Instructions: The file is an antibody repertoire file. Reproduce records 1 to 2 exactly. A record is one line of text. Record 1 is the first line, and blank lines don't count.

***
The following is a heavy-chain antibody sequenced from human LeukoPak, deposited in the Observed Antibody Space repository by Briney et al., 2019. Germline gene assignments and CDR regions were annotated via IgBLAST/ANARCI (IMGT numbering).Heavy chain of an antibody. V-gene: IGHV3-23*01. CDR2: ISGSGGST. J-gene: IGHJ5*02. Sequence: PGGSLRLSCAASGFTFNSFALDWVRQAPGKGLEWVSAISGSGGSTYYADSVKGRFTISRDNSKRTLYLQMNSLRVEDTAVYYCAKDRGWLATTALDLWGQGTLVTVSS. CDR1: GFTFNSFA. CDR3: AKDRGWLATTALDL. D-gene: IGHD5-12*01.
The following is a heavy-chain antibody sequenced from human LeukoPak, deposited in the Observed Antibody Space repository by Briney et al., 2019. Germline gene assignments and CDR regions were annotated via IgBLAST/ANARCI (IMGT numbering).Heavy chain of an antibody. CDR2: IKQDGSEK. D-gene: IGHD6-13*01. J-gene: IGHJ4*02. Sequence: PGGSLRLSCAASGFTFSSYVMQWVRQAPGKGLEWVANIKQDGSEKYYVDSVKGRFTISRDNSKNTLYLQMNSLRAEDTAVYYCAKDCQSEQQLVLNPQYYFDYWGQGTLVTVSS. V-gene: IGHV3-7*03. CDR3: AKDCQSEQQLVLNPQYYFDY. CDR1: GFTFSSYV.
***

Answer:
The following is a heavy-chain antibody sequenced from human LeukoPak, deposited in the Observed Antibody Space repository by Briney et al., 2019. Germline gene assignments and CDR regions were annotated via IgBLAST/ANARCI (IMGT numbering).Heavy chain of an antibody. V-gene: IGHV3-23*01. CDR2: ISGSGGST. J-gene: IGHJ5*02. Sequence: PGGSLRLSCAASGFTFNSFALDWVRQAPGKGLEWVSAISGSGGSTYYADSVKGRFTISRDNSKRTLYLQMNSLRVEDTAVYYCAKDRGWLATTALDLWGQGTLVTVSS. CDR1: GFTFNSFA. CDR3: AKDRGWLATTALDL. D-gene: IGHD5-12*01.
The following is a heavy-chain antibody sequenced from human LeukoPak, deposited in the Observed Antibody Space repository by Briney et al., 2019. Germline gene assignments and CDR regions were annotated via IgBLAST/ANARCI (IMGT numbering).Heavy chain of an antibody. CDR2: IKQDGSEK. D-gene: IGHD6-13*01. J-gene: IGHJ4*02. Sequence: PGGSLRLSCAASGFTFSSYVMQWVRQAPGKGLEWVANIKQDGSEKYYVDSVKGRFTISRDNSKNTLYLQMNSLRAEDTAVYYCAKDCQSEQQLVLNPQYYFDYWGQGTLVTVSS. V-gene: IGHV3-7*03. CDR3: AKDCQSEQQLVLNPQYYFDY. CDR1: GFTFSSYV.